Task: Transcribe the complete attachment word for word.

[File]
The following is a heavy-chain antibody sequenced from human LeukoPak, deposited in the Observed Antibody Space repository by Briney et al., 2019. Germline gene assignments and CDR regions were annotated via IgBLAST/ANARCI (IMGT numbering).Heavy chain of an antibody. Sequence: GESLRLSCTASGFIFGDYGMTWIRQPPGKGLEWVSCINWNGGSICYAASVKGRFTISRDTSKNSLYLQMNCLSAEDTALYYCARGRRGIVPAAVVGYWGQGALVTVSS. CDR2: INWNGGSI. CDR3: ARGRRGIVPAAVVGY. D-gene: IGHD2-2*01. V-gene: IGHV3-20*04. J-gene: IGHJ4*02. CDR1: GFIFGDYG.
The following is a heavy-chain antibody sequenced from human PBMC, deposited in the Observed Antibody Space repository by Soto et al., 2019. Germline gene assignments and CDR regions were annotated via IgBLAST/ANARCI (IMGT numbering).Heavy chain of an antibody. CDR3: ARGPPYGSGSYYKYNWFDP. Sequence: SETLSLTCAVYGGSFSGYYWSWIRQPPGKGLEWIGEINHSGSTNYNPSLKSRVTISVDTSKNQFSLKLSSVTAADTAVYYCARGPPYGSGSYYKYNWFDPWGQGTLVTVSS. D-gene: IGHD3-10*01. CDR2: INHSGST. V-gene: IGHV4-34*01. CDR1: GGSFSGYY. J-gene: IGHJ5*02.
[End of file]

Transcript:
The following is a heavy-chain antibody sequenced from human LeukoPak, deposited in the Observed Antibody Space repository by Briney et al., 2019. Germline gene assignments and CDR regions were annotated via IgBLAST/ANARCI (IMGT numbering).Heavy chain of an antibody. Sequence: GESLRLSCTASGFIFGDYGMTWIRQPPGKGLEWVSCINWNGGSICYAASVKGRFTISRDTSKNSLYLQMNCLSAEDTALYYCARGRRGIVPAAVVGYWGQGALVTVSS. CDR2: INWNGGSI. CDR3: ARGRRGIVPAAVVGY. D-gene: IGHD2-2*01. V-gene: IGHV3-20*04. J-gene: IGHJ4*02. CDR1: GFIFGDYG.
The following is a heavy-chain antibody sequenced from human PBMC, deposited in the Observed Antibody Space repository by Soto et al., 2019. Germline gene assignments and CDR regions were annotated via IgBLAST/ANARCI (IMGT numbering).Heavy chain of an antibody. CDR3: ARGPPYGSGSYYKYNWFDP. Sequence: SETLSLTCAVYGGSFSGYYWSWIRQPPGKGLEWIGEINHSGSTNYNPSLKSRVTISVDTSKNQFSLKLSSVTAADTAVYYCARGPPYGSGSYYKYNWFDPWGQGTLVTVSS. D-gene: IGHD3-10*01. CDR2: INHSGST. V-gene: IGHV4-34*01. CDR1: GGSFSGYY. J-gene: IGHJ5*02.